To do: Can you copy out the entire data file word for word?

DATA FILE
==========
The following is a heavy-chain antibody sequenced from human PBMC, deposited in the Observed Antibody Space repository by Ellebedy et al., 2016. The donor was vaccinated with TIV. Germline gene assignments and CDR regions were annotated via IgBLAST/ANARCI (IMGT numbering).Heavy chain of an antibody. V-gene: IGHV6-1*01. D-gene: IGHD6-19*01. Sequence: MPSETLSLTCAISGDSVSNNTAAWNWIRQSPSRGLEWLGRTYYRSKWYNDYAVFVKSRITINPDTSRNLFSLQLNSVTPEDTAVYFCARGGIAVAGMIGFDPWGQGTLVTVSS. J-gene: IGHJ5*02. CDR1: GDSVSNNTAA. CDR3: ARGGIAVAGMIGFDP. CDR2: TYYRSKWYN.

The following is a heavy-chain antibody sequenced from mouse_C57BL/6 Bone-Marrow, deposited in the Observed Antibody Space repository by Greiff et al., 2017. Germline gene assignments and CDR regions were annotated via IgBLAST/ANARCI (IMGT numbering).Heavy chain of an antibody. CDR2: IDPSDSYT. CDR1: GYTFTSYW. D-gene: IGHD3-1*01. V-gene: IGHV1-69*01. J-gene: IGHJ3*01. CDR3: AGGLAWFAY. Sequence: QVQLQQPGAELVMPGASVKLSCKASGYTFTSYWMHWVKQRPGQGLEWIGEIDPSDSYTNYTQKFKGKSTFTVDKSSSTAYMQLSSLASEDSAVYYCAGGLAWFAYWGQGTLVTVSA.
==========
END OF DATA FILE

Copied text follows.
The following is a heavy-chain antibody sequenced from human PBMC, deposited in the Observed Antibody Space repository by Ellebedy et al., 2016. The donor was vaccinated with TIV. Germline gene assignments and CDR regions were annotated via IgBLAST/ANARCI (IMGT numbering).Heavy chain of an antibody. V-gene: IGHV6-1*01. D-gene: IGHD6-19*01. Sequence: MPSETLSLTCAISGDSVSNNTAAWNWIRQSPSRGLEWLGRTYYRSKWYNDYAVFVKSRITINPDTSRNLFSLQLNSVTPEDTAVYFCARGGIAVAGMIGFDPWGQGTLVTVSS. J-gene: IGHJ5*02. CDR1: GDSVSNNTAA. CDR3: ARGGIAVAGMIGFDP. CDR2: TYYRSKWYN.

The following is a heavy-chain antibody sequenced from mouse_C57BL/6 Bone-Marrow, deposited in the Observed Antibody Space repository by Greiff et al., 2017. Germline gene assignments and CDR regions were annotated via IgBLAST/ANARCI (IMGT numbering).Heavy chain of an antibody. CDR2: IDPSDSYT. CDR1: GYTFTSYW. D-gene: IGHD3-1*01. V-gene: IGHV1-69*01. J-gene: IGHJ3*01. CDR3: AGGLAWFAY. Sequence: QVQLQQPGAELVMPGASVKLSCKASGYTFTSYWMHWVKQRPGQGLEWIGEIDPSDSYTNYTQKFKGKSTFTVDKSSSTAYMQLSSLASEDSAVYYCAGGLAWFAYWGQGTLVTVSA.